Author + information
- Received October 7, 2011
- Accepted October 17, 2011
- Published online April 1, 2012.
- Alistair C. Lindsay, MBChB, DPhil⁎,
- Luca Biasiolli, MSc⁎,
- Justin M.S. Lee, MA⁎,
- Ilias Kylintireas, MD, DPhil⁎,
- Bradley J. MacIntosh, PhD†,
- Hilary Watt, MA, MSc‡,
- Peter Jezzard, PhD†,
- Matthew D. Robson, PhD⁎,
- Stefan Neubauer, MD⁎,
- Ashok Handa, MD§,
- James Kennedy, MD∥ and
- Robin P. Choudhury, MA, DM⁎,⁎ ()
- ↵⁎Reprint requests and correspondence to:
Dr. Robin Choudhury, Department of Cardiovascular Medicine, John Radcliffe Hospital, Oxford OX3 9DU, United Kingdom
Objectives The goal of this study was to determine whether a 3-T magnetic resonance imaging (MRI) protocol combining carotid atherosclerotic plaque and brain imaging can identify features of high-risk acutely symptomatic plaque that correlate with brain injury.
Background It has previously been demonstrated that, in asymptomatic patients, MRI can identify features of carotid plaque that are associated with stroke, such as the presence of a large lipid core. We hypothesized that the early phase (<7 days) after a cerebrovascular event, when risk of recurrence is highest, may be associated with particular plaque characteristics that associate with cerebral injury.
Methods Eighty-one patients (41 presenting acutely with transient ischemic attack [TIA] or minor stroke and 40 asymptomatic controls) underwent multicontrast carotid artery MRI on 2 separate occasions, each accompanied by diffusion-weighted imaging (DWI) and fluid-attenuated inversion recovery (FLAIR) imaging of the brain.
Results Complex (American Heart Association [AHA] type VI) plaques were seen in 22 of 41 patients (54%) in the symptomatic group versus 8 of 40 (20%) in the asymptomatic group (p < 0.05). They were caused by intraplaque hemorrhage (34% vs. 18%; p = 0.08), surface rupture (24% vs. 5%; p = 0.03), or luminal thrombus (7% vs. 0%; p = 0.24). Noticeably, 17 of 30 (57%) cases of AHA type VI plaque were in vessels with <70% stenosis. At follow-up scanning (>6 weeks later), only 2 cases of symptomatic AHA type VI plaque showed evidence of full healing. The presence of fibrous cap rupture was associated with higher DWI brain injury at presentation and higher total cerebral FLAIR signal at follow-up (p < 0.05).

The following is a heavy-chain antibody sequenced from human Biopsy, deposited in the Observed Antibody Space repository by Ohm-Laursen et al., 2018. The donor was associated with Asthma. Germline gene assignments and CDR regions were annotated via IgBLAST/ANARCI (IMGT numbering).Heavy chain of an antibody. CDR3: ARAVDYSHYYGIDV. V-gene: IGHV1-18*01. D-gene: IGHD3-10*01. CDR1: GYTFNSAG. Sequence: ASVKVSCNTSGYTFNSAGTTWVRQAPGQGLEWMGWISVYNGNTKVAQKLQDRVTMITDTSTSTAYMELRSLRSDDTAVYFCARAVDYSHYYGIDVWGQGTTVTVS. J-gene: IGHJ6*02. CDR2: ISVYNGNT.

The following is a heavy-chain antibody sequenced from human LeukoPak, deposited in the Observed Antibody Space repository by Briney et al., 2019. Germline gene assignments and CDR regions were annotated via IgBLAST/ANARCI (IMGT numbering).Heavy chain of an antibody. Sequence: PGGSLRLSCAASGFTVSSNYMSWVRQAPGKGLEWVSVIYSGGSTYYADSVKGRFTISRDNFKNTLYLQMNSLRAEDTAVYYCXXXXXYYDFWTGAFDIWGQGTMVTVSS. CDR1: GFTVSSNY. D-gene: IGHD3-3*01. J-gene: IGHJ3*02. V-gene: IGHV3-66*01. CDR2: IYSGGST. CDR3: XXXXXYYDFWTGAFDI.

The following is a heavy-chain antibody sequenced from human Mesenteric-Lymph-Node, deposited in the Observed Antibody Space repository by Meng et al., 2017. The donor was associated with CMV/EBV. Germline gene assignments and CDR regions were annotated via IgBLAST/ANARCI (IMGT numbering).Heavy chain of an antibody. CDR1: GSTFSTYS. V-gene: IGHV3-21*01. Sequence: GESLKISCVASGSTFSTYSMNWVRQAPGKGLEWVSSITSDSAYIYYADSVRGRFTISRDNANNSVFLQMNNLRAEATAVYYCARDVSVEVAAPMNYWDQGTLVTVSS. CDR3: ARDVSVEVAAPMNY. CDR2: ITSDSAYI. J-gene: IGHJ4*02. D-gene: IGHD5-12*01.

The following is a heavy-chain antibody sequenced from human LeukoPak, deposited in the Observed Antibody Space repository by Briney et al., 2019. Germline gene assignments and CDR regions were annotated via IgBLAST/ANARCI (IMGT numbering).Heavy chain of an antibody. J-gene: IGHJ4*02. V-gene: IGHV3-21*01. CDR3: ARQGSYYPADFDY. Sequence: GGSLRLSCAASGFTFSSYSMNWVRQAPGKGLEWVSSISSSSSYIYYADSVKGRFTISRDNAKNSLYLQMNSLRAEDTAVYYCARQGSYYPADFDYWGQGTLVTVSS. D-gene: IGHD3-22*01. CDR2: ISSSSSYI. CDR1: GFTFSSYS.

Conclusions Early carotid wall MRI in patients experiencing minor stroke or TIA showed a higher proportion of “complex” plaques compared with asymptomatic controls; a majority were in arteries of <70% stenosis. Fibrous cap rupture was associated with increases in DWI and FLAIR lesions in the brain. Combined carotid plaque and brain MRI may aid risk stratification and treatment selection in acute stroke and TIA.
Dr. Choudhury is a Wellcome Trust Senior Research Fellow in Clinical Science. Dr. Lindsay was a Radcliffe Cardiovascular Research Fellow. This study was supported by the Oxford Comprehensive Biomedical Research Centre, National Institute for Health Research funding scheme. Drs. Neubauer and Choudhury acknowledge the support of the British Heart Foundation Centre of Research Excellence, Oxford. All other authors have reported that they have no relationships relevant to the contents of this paper to disclose.
- Received October 7, 2011.
- Accepted October 17, 2011.
- American College of Cardiology Foundation